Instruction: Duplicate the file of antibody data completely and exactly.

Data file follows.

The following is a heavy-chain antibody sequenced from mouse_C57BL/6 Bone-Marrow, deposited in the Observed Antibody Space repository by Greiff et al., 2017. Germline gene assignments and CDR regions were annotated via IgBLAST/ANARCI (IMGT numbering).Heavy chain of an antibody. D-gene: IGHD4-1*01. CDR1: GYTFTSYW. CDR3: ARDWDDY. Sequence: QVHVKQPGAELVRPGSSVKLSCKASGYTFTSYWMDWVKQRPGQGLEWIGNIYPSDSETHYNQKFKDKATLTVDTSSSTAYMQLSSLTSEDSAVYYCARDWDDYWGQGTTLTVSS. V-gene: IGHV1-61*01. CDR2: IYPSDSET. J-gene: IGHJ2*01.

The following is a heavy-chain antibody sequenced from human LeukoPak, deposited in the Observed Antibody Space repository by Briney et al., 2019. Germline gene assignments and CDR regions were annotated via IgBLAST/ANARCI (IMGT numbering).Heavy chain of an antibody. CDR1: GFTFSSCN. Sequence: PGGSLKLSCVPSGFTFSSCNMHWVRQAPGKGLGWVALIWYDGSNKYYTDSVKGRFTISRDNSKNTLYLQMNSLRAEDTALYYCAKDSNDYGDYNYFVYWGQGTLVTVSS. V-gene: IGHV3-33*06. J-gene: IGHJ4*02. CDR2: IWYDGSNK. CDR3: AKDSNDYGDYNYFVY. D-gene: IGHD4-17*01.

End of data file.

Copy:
The following is a heavy-chain antibody sequenced from mouse_C57BL/6 Bone-Marrow, deposited in the Observed Antibody Space repository by Greiff et al., 2017. Germline gene assignments and CDR regions were annotated via IgBLAST/ANARCI (IMGT numbering).Heavy chain of an antibody. D-gene: IGHD4-1*01. CDR1: GYTFTSYW. CDR3: ARDWDDY. Sequence: QVHVKQPGAELVRPGSSVKLSCKASGYTFTSYWMDWVKQRPGQGLEWIGNIYPSDSETHYNQKFKDKATLTVDTSSSTAYMQLSSLTSEDSAVYYCARDWDDYWGQGTTLTVSS. V-gene: IGHV1-61*01. CDR2: IYPSDSET. J-gene: IGHJ2*01.

The following is a heavy-chain antibody sequenced from human LeukoPak, deposited in the Observed Antibody Space repository by Briney et al., 2019. Germline gene assignments and CDR regions were annotated via IgBLAST/ANARCI (IMGT numbering).Heavy chain of an antibody. CDR1: GFTFSSCN. Sequence: PGGSLKLSCVPSGFTFSSCNMHWVRQAPGKGLGWVALIWYDGSNKYYTDSVKGRFTISRDNSKNTLYLQMNSLRAEDTALYYCAKDSNDYGDYNYFVYWGQGTLVTVSS. V-gene: IGHV3-33*06. J-gene: IGHJ4*02. CDR2: IWYDGSNK. CDR3: AKDSNDYGDYNYFVY. D-gene: IGHD4-17*01.